Potential Applications of Remote Sensing Precipitation Data on Urban Stormwater Modeling

Friday, 19 December 2014
Rachele Tarantola, Politecnico di Milano, Milano, 20133, Italy, Viviana Maggioni, George Mason University Fairfax, Fairfax, VA, United States and Celso Ferreira, George Mason University Fairfax, Department of Civil, Environmental and Infrastructure Engineering, Fairfax, VA, United States
Although stormwater modeling is widely used to plan, manage and operate stormwater systems in the urban environment, accuracy in model development and calibration is still problematic. Precipitation is the major forcing of stormwater modeling and one of the most important variables for accurate representation of the water cycle in urban areas. However, rainfall data availability in both temporal and spatial adequate scales is scarce. Here we investigate the potential to apply satellite precipitation products to small-scale urban watersheds with a focus on real-time data for operational use and historical data for model calibration and planning. We present a study case in Northern Virginia, part of the Washington, D.C. metropolitan region.

We compare several rainfall datasets from satellites, radar and rain gauges during 2002-2008, using two multi-satellite precipitation products. The first one is the NASA TRMM TMPA at daily/0.25° time/space resolution, which is available in two forms: 3B42-Real Time and 3B42-Version 7, where the latter is a post-processed product, corrected with ground-based observations. The second one is the NOAA CMORPH at 3hrs/0.25° time/space resolution. The NOAA Climate Prediction Center (CPC) data and NCEP Stage IV radar-based product are used as reference datasets for TMPA and CMORPH, respectively.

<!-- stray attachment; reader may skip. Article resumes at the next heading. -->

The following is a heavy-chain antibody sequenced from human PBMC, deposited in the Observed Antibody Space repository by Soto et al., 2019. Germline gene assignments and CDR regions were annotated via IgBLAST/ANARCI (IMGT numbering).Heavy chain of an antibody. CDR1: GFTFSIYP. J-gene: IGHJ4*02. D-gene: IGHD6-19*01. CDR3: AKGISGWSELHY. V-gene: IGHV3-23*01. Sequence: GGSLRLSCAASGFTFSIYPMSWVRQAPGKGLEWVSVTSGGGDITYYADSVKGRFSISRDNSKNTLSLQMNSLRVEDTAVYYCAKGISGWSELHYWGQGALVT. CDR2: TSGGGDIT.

Statistical analyses are conducted to compare these datasets: correlation coefficient, RMSE, bias, probability of correct no-rain detection and of false alarm were computed with a focus on Fairfax, VA county. Preliminary results show that the TMPA products outperform CMORPH, when compared to rain gauges and radar data over the county. Moreover, no appreciable difference is detected between TMPA-V7 and TMPA-RT, which demonstrates that real-time data could be used over the urban watershed with results that are comparable to the adjusted product. Analyses are undergoing to investigate higher temporal resolution and to include a comparison with the Fairfax county rain gages data. Future work will also evaluate the impacts of different precipitation datasets on stormwater runoff for Fairfax county, using the EPA-SWMM5 storm water model.